FarmLead Breakfast Brief
Wednesday, May 31, 2017
“The probability that we may fail in the struggle ought not to deter us from the support of a cause we believe to be just.”
– Abraham Lincoln (16th U.S. President)
Apologies but due to travel constraints, there is not list of grain market futures prices this morning but click this link to explore them yourself.
Supporting A Party
Grain markets are pretty much all in the green this morning as the market tries to rebound from yesterday’s significant sell-off, led by soybeans on both technical and fundamental factors. This was mainly because of higher expectations of great soybean acres and Chinese demand potentially starting to slow down. Wheat was pressured by the start of hard red winter wheat harvest starting in Kansas in the next week or so (obviously dependent on rain). However, with the end of the month clearly here, you might see more profits taken as there tends to be price weakness thanks to hedge funds shoring up their balance sheets and potentially pull money out of the markets. One might expect more buying though as some below-average temperatures are expected over the first 10-14 days of June across the Midwest. With the crop conditions out from the U.S.D.A. yesterday not doing the bears any favours, there are more than few fundamental factors that are supporting the green-coloured party happening in grain markets this morning.
The U.S.D.A.’s crop progress report showed us that 67% of the U.S. soybean crop is in the ground (71% a year ago, 68% 5-year average), with 37% of the crop now emerged (42% a year ago, 40% 5-year average). Moving on, 91% of the U.S. corn crop has been planted as of Sunday, May 28th, relatively in line with the 5-year average of 93%. Similarly, 73% of the American corn crop has emerged (it was 75% last year and 75% is 5-year average) but only 65% of the corn crop is rated in good-to-excellent (G/E) condition, below the 68-70% the market was expecting, 72% G/E last year, and the lowest start since 2013. Digging deeper, 11 states have G/E ratings that are significantly lower than where they started last season out, led by Indiana (-26 YoY to just 43% G/E), Missouri (-21 points to 53% G/E), and Illinois (-19 points to 52% G/E), all of which are major corn-producing states. This is obviously considered bullish, as could the recent wheat conditions, as U.S. winter wheat G/E ratings dropped down to 50%, (well below last year’s 63% at this time of year), and U.S. spring wheat G/E ratings came in at 62% versus 79% a year ago.
AgResource says that Brazil exported 2.16M tonnes of soybeans last week, which is down from the 2.35M tonnes shipped out the week before but still a significant spike from the 1.59M tonnnes shipped out the last full week of May in 2016. Total soybeans commitments marketing-year-to-date in Brazil is now sitting at 42M tonnes, which is a record and 7.4% higher than a year ago, albeit it is tracking by the average pace required to hit the U.S.D.A.’s full-year target of 61.9M tonnes. That being said, there’s rumours swirling around that China importers are asking for delays in actual shipments of new soybeans cargoes due to poor crush margins that they continue to experience. Following some holidays in the People’s Republic, soybean and soymeal futures on the Dalian commodity exchanged fell 2.2% and 2.6% respectively (and as reported by Agrimoney.com).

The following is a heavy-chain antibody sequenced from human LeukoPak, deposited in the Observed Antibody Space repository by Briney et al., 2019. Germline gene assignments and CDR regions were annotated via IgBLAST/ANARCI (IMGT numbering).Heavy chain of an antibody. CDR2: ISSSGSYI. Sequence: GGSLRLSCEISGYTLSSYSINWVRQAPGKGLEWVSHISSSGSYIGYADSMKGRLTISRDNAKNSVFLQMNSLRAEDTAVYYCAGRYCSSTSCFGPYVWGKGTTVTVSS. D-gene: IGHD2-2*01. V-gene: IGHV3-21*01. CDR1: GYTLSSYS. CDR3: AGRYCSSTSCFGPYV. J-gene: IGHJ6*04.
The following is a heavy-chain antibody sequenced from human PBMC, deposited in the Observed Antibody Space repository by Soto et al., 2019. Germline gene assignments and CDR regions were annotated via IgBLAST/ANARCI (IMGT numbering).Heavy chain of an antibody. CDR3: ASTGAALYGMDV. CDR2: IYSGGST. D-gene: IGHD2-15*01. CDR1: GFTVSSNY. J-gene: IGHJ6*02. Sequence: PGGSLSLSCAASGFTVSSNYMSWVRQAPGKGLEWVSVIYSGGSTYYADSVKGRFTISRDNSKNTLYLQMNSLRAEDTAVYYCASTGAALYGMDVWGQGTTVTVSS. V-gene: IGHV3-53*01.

Coming back to North America, we can probably all agree that planting is behind its normal pace when you include the replanting factor. Accordingly, you have to ask the question if trendline yields are going to be hit this year, especially for the corn and wheat markets. Some would argue that wherever isn’t flooded out though (or has had to be replanted or will go into Prevent Plant acres), yield potential is still certainly there. We mentioned some cooler weather for the next few weeks but the N.O.A.A. is expecting more average conditions through the rest of June and July before things start to get a little warmer in August, albeit they do note that it’s cooler than the forecast they issued for the same time period last year. The hotter temperatures could have an impact on soybeans that are pod-setting but if it’s anything like last year, there could be a bearish surprise, and accordingly, those in the party that are betting on $8 USD / bushel beans is starting their party.
COMMODITY TRADING INVOLVES RISK AND MAY NOT BE SUITABLE FOR ALL RECIPIENTS OF THIS POST. Neither the information presented, nor any opinions expressed, constitutes a solicitation for the purchase or sale of any commodities. The thoughts expressed in this email and basic data from which they are derived are believed to be reliable, but cannot be guaranteed due to uncertainty about future events and complexities surrounding commodity markets. Those acting on the information are responsible for their own actions.